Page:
In 1989, building heights in Downtown and adjoining Seattle suburbs were tightly restricted following a voter initiative. These restrictions were dramatically loosened in 2006, leading to the increase in Downtown high-rise construction. This policy change has divided commentators between those who support the increased density and those who criticize it as "Manhattanization."[9]

As of 2018, Downtown Seattle has 82,000 residents and 300,000 jobs, including 48,000 added since 2010 in the Denny Triangle area. The downtown area has 71?million square feet (6,600,000?m2) of office space, representing 79 percent of citywide inventory and 55 percent of commercial properties in the city.[10] Office construction continues to grow in Downtown Seattle, with 6.4?million square feet (590,000?m2) planned to open in 2019, along with 161 projects.[11][12]


Downtown Seattle is the largest employment center in the Puget Sound region, with an estimated employee population of 243,995 in 2013, accounting for half of the city's jobs and 21 percent of King County jobs.[13] Several Fortune 500 companies headquartered in Downtown Seattle include, Nordstrom, and Expeditors International.[14]

Government and infrastructureEdit

The United States Postal Service operates the Seattle Main Post Office (also known as the Midtown Post Office[15]) at 301 Union Street at Third Avenue.[16][17] Seattle City Hall is located at 600 4th Ave,[18] adjacent to the King County Courthouse. Downtown is serviced by the Downtown Seattle Transit Tunnel, which carries Link light rail trains between Westlake and Chinatown–International District. The terminus for the Seattle Center Monorail is located at Westlake Center. A large number of bus lines also run through, with the ones operated by Metro previously being free of charge while in the now defunct Ride Free Area;[19] other buses from the suburbs operated by Sound Transit Express and Community Transit also terminate in downtown.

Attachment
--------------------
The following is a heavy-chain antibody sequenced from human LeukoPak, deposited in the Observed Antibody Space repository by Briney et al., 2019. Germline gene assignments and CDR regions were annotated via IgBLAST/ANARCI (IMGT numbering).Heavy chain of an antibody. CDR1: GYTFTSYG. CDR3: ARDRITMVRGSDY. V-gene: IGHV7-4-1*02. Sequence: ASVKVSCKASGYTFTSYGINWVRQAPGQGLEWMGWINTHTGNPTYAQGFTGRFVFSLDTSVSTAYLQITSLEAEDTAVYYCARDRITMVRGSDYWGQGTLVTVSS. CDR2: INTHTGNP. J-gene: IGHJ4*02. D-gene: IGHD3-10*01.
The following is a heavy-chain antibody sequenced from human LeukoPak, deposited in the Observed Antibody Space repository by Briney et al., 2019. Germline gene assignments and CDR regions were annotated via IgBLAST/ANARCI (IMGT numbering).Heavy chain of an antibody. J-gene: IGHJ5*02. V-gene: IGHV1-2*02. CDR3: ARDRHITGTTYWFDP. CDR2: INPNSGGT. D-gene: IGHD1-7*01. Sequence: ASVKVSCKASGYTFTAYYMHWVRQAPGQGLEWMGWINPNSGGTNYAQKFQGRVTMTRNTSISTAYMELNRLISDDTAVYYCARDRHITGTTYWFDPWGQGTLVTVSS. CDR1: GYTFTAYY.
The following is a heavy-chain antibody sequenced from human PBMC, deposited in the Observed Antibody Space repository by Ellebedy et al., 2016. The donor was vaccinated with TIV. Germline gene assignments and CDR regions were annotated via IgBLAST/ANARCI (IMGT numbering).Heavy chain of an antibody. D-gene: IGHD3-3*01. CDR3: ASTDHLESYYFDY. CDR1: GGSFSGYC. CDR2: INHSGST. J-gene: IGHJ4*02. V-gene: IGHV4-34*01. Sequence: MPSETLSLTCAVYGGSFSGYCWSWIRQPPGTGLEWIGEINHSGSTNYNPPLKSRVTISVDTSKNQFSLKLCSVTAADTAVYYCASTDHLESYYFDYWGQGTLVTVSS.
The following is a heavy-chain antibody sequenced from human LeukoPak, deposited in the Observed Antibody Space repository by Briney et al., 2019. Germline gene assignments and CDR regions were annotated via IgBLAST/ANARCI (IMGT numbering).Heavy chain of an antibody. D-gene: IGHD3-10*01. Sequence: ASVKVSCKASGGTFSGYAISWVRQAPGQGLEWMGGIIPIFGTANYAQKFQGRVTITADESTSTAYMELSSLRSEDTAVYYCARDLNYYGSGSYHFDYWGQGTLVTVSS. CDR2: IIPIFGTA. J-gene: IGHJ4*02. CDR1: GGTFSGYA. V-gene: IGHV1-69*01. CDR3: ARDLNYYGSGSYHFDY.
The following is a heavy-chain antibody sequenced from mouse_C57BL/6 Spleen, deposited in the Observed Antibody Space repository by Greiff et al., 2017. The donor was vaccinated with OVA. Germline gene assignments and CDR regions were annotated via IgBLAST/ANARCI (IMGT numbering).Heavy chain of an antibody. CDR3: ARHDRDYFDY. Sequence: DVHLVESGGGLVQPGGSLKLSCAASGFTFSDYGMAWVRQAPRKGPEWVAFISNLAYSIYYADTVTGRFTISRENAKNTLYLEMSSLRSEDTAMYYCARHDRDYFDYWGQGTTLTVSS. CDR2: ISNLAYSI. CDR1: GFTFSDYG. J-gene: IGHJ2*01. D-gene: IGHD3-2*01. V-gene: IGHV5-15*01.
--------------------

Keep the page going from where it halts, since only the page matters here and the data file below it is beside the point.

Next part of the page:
1. ^ Walt Crowley (August 31, 1998). . HistoryLink. Retrieved March 27, 2018.
  2. ^ Seattle Architecture: A Walking Guide To Downtown 2007, p.?61.
  3. ^ Greg Langer (January 16, 1999). . HistoryLink. Retrieved June 20, 2006.
  4. ^ Seattle Architecture: A Walking Guide To Downtown Seattle 2007, p.?115.
  5. ^ . City of Seattle. Retrieved February 22, 2016.
  6. ^ . Daniels Real Estate. May 29, 2013. Retrieved February 22, 2016 – via Vimeo.
  7. ^ . Downtown Seattle Association. Archived from the original on February 23, 2016. Retrieved February 22, 2016.
  8. ^ . Downtown Seattle Association. Retrieved February 22, 2016.
  9. ^ Berger, Knute (October 9, 2006). . Seattle Weekly. Retrieved February 21, 2016.
  10. ^ Smith, Rob (April 2019). . Seattle Business Magazine. p.?13. Retrieved April 10, 2019.
  11. ^ COnroy, Bill (April 10, 2019). . Seattle Business Magazine. Retrieved April 10, 2019.
  12. ^ Smith, Rob (April 2019). . Seattle Business Magazine. p.?12. Retrieved April 10, 2019.
  13. ^ (PDF). Downtown Seattle Association. Retrieved September 1, 2016.
  14. ^ . Economic Development Council of Seattle & King County. Retrieved September 1, 2016.
  15. ^ "Post Office Location - MIDTOWN[permanent dead link]." United States Postal Service. Retrieved on May 5, 2009.
  16. ^ Davila, Florangela. "Clock Is Ticking On Filing Tax Returns." The Seattle Times. April 15, 1998. Retrieved on May 5, 2009.
  17. ^ "Appeal of CARL A. CURRIER, JAMES KERNS, DAVID BAR - P.S. Docket No. POB 00-209, P.S. Docket No. POB 00-271, P.S. Docket No. POB 00-272 Archived September 4, 2006, at the Wayback Machine." United States Postal Service. Retrieved on May 5, 2009.
  18. ^ Downtown Seattle Government Buildings (PDF) (Map). City of Seattle. Retrieved February 21, 2016.
  19. ^ Downtown Metro Service (PDF) (Map). King County Metro. September 2015. Retrieved February 21, 2016.

External linksEdit